It’s no wonder the UNESCO World Heritage Site is considered a world wonder. To experience Bagan is like a dream. It’s otherworldly, especially at dawn.
Pastel hues of daybreak blend well with misty layers of stupas and hot air balloons in the distance. It’s scenes like this that make Bagan one the top destinations for Myanmar’s tourism industry.
Bagan’s famous pagodas were built in a relatively short amount of time between the 11th and 13th centuries. The majority of the remaining temples have been heavily renovated, and several are still in use today.
A 6.8-magnitude earthquake damaged hundreds of Bagan’s temples in 2016 – some of which are indefinitely off-limits to the public. But, the draw of the region stays strong and its beauty endures. Bamboo scaffolding can be seen clinging to various historic structures as restorative efforts are underway.
Whether soaring high up in a hot air balloon, or finding a spot atop a temple, there are plenty of perfect perches to take in an iconic sunrise or sunset.
Hot air ballooning is the best way to truly experience Bagan’s vastness from an aerial point of view. There are a handful of hot-air balloon tour operators, each with a small fleet that can fit up to ten passengers per basket.
Sunrise is the ideal time to ride in a hot air balloon over Bagan. Prices range from approximately $320 to $500 USD for a 45-minute flight depending on season, availability, and extras such as breakfast included. Booking a tour far in advance is suggested.
As Bagan is still a functioning sacred place of meditation and spiritual awakening for both locals and tourists, playful novice monks are easy to spot in and around its temples. Dark red robes are a signature look for Myanmar’s Buddhist monks. Light, bright pink ones are worn by nuns.
Daytime dramatically pours through window slits and wall cracks of temples, giving a whole new look to Bagan from the inside out.
Bagan’s temples are mostly able to be explored. Some have a sort of groundskeeper who may allow full run of the place, or restrict access to certain tunnels and stairwells. Others are completely open to search without another person in sight. Sunlit archways to walk through and ledges to relax on create the ultimate set for photos, so be sure to step inside.
There are three main areas of Bagan, which are known as Old Bagan, New Bagan and Nyaung U. Each caters to a different type of traveler, and all are worth exploring.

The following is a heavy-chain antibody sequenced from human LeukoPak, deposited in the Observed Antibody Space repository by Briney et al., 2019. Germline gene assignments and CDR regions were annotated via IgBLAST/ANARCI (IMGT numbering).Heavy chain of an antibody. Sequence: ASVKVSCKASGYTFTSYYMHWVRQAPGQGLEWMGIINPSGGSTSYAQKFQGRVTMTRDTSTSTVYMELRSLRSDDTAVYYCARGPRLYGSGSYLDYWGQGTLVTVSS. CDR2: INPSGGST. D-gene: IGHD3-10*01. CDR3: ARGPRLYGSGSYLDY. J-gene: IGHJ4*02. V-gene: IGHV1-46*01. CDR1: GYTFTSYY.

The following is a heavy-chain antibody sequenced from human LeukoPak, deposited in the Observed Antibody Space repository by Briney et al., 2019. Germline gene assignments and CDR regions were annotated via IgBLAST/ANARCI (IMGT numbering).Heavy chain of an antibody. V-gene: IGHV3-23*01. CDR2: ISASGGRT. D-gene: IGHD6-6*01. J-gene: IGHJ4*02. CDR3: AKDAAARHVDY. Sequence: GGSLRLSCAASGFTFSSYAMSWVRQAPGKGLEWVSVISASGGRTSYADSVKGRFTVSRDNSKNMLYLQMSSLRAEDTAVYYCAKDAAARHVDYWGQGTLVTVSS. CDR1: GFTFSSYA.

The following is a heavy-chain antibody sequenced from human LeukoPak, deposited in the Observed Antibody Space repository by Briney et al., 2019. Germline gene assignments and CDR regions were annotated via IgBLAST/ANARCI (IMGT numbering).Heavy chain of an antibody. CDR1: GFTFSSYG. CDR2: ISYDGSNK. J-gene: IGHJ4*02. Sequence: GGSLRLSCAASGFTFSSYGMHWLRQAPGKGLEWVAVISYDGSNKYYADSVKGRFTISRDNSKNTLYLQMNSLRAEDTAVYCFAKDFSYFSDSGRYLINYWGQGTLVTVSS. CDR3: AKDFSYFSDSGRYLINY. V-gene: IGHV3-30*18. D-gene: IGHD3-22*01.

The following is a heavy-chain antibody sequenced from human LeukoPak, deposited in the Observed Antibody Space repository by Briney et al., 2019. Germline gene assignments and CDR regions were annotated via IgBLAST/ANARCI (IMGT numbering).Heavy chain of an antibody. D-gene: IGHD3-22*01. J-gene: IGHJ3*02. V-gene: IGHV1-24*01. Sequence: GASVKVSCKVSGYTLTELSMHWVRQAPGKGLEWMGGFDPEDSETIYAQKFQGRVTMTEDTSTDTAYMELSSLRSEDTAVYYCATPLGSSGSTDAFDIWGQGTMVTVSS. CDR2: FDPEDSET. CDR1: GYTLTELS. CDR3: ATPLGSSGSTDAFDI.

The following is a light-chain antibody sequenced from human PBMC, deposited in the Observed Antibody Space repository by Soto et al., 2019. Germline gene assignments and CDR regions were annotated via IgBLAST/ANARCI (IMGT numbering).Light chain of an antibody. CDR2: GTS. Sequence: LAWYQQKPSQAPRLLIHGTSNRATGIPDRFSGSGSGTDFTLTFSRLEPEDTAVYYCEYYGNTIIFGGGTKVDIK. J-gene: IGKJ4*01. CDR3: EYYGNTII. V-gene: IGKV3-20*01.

Old Bagan is the site of many high-end hotels, and is centrally located – close to the main, big temples. New Bagan, founded in 1990, is best for mid-range overnight options alongside attractive restaurant river views. Several eccentric cafes and entertainment options can be found in Nyaung U, which is also the place to be for the cheapest available accommodations.
Restaurants serving international fare and fusion have gained popularity in Bagan in recent years, as an influx of tourists continues to sculpt the zone’s culinary future. However, various local vendors and roadside eateries specializing in a mouthwatering assortment of Burmese cuisine continue to thrive. Sniff around the outskirts of Old Bagan’s palace walls, near the Tharabar Gate, or venture to Nyaung U for more of a Myanmar-style dining experience.
Vibrantly-colored souvenirs such as handmade traditional paper umbrellas, dangling wooden puppets, and meticulously designed lacquerware can be seen spilling out from shops and outside of temples throughout Bagan. Visitors are able to stop by a number of workshops to see these Burmese handicrafts being made.
Electric scooters are a recommended mode of transport to see the sights in Bagan. Many guesthouses offer e-bikes for a small fee (approximately $10 per day), or find an independent rental provider within walking distance. They’re everywhere.
A fully charged battery allows for a full day’s worth of exploration (about eight hours). Be cautious. Bagan’s landscape is quite rocky, muddy or sandy depending on the time of year. If there are any problems, most e-bike providers have roadside assistance.
A day or two in Bagan is a good amount of time to zip around. If a longer stay is desired, plan to travel by car to a nearby attraction such as Mount Popa.
There are countless temples in Bagan to view the sunrise or sunset from on top of, but not all are safe or able to be scaled. Respect local rules and regulations. For a front row seat at dusk; though, beat the crowds by finding a lesser-known pagoda ahead of time.
The magnificent artistry of Bagan can be seen in the delicate etchings and crumbling murals within numerous pagodas. Temples are filled with grandiose details of what once was, and ornate statues of Buddha abound.
June to October is rainy season in Myanmar. This time of year brings cooler temperatures, lush greenery and cheaper prices to Bagan. November to February is peak tourist season for a good reason. Expect clear skies, bearable temperatures, and a more expensive stay. March to May is extremely hot. Plan to stay out of the sun during the midday hours if daring to go to Bagan during the sweltering summer months.
A dusty morning haze or wistful evening fog are common occurrences in Bagan, adding another element of allure to the already picture-perfect scenery.
The show isn’t over yet. After the sun sets, travelers are in for another spectacular performance as Bagan’s skyline lights up with warmly illuminated spires dotting the plain.
Bagan’s remarkable horizon made up of thousands of pagodas will have you questioning whether it’s even real. What was once a well-kept secret ancient city of Myanmar is now a not-to-miss hotspot. With new restaurants popping up all over, more options for reasonably priced lodging on the rise, and a vibrant, backpacker feel in the making, it’s time you experience Bagan’s sheer amount of religious structures and laid-back vibe for yourself.